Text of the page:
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Patterned ground

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Title: Patterned ground  
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Subject: Ice lens, Ice segregation, Casius quadrangle, Permafrost, Water on Mars
Collection: Arctic Geography Terminology, Patterned Grounds, Periglacial Landforms
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Patterned ground

The patterned ground below Mugi Hill on Mount Kenya occurs in an area of alpine permafrost.

Patterned ground is the distinct, and often symmetrical geometric shapes formed by ground material in periglacial regions. Typically found in remote regions of the Arctic, Antarctica, and the Australian outback, but also found anywhere that freezing and thawing of soil alternate; patterned ground has also been observed on Mars.[1] The geometric shapes and patterns associated with patterned ground are often mistaken as artistic human creations. The nature of patterned ground had long puzzled scientists but the introduction of computer-generated geological models in the past 20 years has allowed scientists to relate the formation of these features to phenomena associated with frost heaving, which refers to expansion that occurs when wet, fine-grained, and porous soils freeze.

Contents

  • Types of patterned ground 1
    • Polygons 1.1
    • Circles 1.2
    • Steps 1.3
    • Stripes 1.4
  • Formation of patterned ground 2
  • See also 3
  • Footnotes 4
  • References 5
  • External links 6

Types of patterned ground

Patterned ground can be found in a variety of forms. Typically, the type of patterned ground in a given area is related to the prevalence of larger stones in local soils and the frequency of freeze-thaw cycles.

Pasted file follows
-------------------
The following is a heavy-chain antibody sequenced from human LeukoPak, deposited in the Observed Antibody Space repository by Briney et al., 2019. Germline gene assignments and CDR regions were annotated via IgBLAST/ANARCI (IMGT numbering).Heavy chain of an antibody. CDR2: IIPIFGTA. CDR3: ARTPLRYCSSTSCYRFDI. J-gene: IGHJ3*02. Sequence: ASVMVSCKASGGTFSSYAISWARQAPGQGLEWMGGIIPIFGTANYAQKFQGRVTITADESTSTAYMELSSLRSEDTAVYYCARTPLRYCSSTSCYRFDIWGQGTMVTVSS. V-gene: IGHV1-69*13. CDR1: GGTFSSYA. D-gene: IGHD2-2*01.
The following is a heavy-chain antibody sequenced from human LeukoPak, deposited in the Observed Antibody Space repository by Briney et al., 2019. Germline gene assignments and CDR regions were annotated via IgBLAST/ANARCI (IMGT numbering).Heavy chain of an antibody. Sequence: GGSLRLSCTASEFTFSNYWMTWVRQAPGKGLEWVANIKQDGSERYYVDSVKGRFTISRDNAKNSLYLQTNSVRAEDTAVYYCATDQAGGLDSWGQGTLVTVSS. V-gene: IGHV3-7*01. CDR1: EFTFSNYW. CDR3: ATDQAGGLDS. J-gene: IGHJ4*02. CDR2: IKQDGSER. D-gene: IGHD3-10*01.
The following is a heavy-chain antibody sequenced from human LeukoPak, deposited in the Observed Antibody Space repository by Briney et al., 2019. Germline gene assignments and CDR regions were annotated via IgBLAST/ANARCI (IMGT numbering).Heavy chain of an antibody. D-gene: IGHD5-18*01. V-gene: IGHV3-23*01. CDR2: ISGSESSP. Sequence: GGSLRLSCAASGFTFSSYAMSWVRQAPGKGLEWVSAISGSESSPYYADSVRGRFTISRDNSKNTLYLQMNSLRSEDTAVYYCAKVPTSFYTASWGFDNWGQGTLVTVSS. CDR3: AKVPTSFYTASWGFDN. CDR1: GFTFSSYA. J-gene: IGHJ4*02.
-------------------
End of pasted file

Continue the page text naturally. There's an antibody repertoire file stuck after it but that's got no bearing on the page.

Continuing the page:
Polygons

Polygonal soil patterns, typical of the Arctic Tundra.

Polygons can form either in permafrost areas (as ice wedges) or in areas that are affected by seasonal frost. The rocks that make up these raised stone rings typically decrease in size with depth. In the northern reaches of the Canadian Boreal forests, when bogs reach a eutrophic climax and create a sedge mat, Tamarack Larch and Black Spruce are often the early colonists within such a polygonal climax sedge mat.[2]

Circles

Partially melted and collapsed lithalsas (heaved mounds found in permafrost) have left circle-like structures on the Svalbard Archipelago

Circles range in size from a few centimeters to several meters in diameter. Circles can consist of both sorted and unsorted material, and generally occur with fine sediments in the center surrounded by a circle of larger stones. Unsorted circles are similar, but rather than being surrounded by a circle of larger stones, they are bounded by a circular margin of vegetation.

Steps

Steps can be developed from circles and polygons. This form of patterned ground is generally a terrace-like feature that has a border of either larger stones or vegetation on the downslope side, and can consist of either sorted or unsorted material.

Stripes

Stripes are lines of stones, vegetation, and/or soil that typically form from transitioning steps on slopes at angles between 2° and 7°. Stripes can consist of either sorted or unsorted material. Sorted stripes are lines of larger stones separated by areas of smaller stones, fine sediment, or vegetation. Unsorted stripes typically consist of lines of vegetation or soil that are separated by bare ground.